... On moonless
nights, water and sand are one shade of black,
and the creamy foam rising with moaning noises
charges like a spectral army in a poem toward the bluffs
before it subsides dreamily to gather again.
I thought of going down there to watch it a while,
feeling as though it could turn me into fog,
or that the wind would start to speak a language
and change me --...
(from The History of my Heart, Robert Pinsky)
Following an inborn preference for austerity and simplicity I usually work on paper and in black and white. In the course of ten years, my drawings gradually became darker, until at some point three years ago I was working on huge dark expanses using the deep velvety black of finely ground siberian coal to make a background in which silvery ghosts of clouds and waves in graphite powder shimmered vaguely. I enjoyed the slow, almost meditative way of working the technique required and in several ways I achieved in these black drawings what I had been aiming at ever since I started drawing. The images have an open character. Although they have an identifiable subject, the images do not aggressively demand attention and they are not immediately knowable. The images themselves are not constant, they vary with the shifting of the light during the day. The images invite the viewer in, invite him to let his eyes wander and to gradually dissolve in a calm and silent world. The materials I worked with, powders rather than crayons or paint, had unpleasant effects. The air in my studio was, despite incessant airing, dense with graphite and coal particles and at times it made me wheeze and gasp for breath. It was impossible to keep anything clean for more than a day or so. The tiny black particles slowly settled on every uncovered surface, leaving a greasy, greyish film. The drawings themselves posed problems of presentation. Their fragility demands that they are framed and protected from straying elbows, wayward pocketbooks, and curious fingers by a sheet of glass. However, by putting glass in front of a black surface what you end up with is a black mirror. Unless you flood a black drawing that is framed behind glass with a huge amount of light from above or aside at a blunt angle, the image is superseded by your own reflection and that of the space behind you. Apart from these practical inconveniences, another problem emerged when I was working on my third consecutive series of these black drawings. Black in itself is where things end. It offers no starting points except escape. Leap out of the black hole and start at a more or less unrelated point. Which is what I did. I am still not using colour, but I abandoned the black surfaces and returned to a lighter world. The drawing you see here is the last one I did in black, and it was done two years ago.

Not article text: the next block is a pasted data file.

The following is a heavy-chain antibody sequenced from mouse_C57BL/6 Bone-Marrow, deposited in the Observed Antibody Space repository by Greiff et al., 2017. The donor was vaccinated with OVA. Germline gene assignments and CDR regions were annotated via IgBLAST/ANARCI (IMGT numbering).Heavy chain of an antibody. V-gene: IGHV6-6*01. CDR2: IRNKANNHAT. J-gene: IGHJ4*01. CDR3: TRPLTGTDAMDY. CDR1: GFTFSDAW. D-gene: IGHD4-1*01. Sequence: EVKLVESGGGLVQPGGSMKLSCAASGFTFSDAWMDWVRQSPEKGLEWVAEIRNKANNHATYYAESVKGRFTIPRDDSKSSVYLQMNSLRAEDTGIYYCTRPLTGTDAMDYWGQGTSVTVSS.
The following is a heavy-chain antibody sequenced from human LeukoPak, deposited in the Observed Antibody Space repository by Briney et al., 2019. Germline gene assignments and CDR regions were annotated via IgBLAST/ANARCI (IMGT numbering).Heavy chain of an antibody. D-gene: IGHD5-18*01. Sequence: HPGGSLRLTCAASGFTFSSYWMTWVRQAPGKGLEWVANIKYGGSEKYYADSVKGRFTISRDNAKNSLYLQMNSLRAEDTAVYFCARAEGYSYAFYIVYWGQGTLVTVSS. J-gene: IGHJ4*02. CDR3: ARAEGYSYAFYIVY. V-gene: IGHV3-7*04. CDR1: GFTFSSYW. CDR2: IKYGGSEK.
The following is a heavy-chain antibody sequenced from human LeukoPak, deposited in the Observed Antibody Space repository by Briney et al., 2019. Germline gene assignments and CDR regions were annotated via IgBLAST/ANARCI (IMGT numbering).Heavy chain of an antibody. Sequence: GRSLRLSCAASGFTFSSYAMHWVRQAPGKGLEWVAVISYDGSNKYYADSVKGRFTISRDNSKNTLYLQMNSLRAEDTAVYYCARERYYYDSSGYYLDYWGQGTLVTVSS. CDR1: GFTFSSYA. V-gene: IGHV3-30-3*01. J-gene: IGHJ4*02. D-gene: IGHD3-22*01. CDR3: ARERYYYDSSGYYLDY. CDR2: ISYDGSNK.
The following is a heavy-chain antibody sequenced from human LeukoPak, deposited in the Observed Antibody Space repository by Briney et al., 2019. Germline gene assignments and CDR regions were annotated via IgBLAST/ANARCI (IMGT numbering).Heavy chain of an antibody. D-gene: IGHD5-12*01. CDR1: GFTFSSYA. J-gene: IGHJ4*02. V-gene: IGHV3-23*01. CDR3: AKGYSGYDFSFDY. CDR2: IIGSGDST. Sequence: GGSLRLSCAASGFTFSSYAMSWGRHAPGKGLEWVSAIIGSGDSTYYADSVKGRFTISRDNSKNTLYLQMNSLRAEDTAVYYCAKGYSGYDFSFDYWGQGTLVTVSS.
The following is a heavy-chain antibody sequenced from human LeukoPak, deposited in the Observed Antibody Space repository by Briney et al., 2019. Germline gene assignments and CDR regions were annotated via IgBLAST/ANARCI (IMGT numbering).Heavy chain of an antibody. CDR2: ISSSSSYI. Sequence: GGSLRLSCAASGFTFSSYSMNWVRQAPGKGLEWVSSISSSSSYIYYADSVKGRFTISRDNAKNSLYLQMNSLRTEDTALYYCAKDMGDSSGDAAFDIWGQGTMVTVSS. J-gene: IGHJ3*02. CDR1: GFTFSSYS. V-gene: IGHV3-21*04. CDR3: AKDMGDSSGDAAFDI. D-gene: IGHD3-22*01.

This text was written for the art-auction 'Dead Darlings'(July 2, W139, Amsterdam)
Some of my other black drawings can be seen in the 'gallery', in the section 2004.
The page 'argumenten' has a text (in Dutch) on the black series 'Argumenten voor een heilige dag'.